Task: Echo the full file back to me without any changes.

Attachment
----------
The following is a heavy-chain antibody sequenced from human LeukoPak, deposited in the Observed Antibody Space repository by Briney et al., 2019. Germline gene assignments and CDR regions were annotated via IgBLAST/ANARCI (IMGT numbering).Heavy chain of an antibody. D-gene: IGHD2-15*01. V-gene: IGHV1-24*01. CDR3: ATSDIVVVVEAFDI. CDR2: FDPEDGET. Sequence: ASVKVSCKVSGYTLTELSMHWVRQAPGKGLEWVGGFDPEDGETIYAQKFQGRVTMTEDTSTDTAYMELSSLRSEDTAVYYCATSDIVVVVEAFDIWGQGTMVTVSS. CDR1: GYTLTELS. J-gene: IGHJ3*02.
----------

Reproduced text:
The following is a heavy-chain antibody sequenced from human LeukoPak, deposited in the Observed Antibody Space repository by Briney et al., 2019. Germline gene assignments and CDR regions were annotated via IgBLAST/ANARCI (IMGT numbering).Heavy chain of an antibody. D-gene: IGHD2-15*01. V-gene: IGHV1-24*01. CDR3: ATSDIVVVVEAFDI. CDR2: FDPEDGET. Sequence: ASVKVSCKVSGYTLTELSMHWVRQAPGKGLEWVGGFDPEDGETIYAQKFQGRVTMTEDTSTDTAYMELSSLRSEDTAVYYCATSDIVVVVEAFDIWGQGTMVTVSS. CDR1: GYTLTELS. J-gene: IGHJ3*02.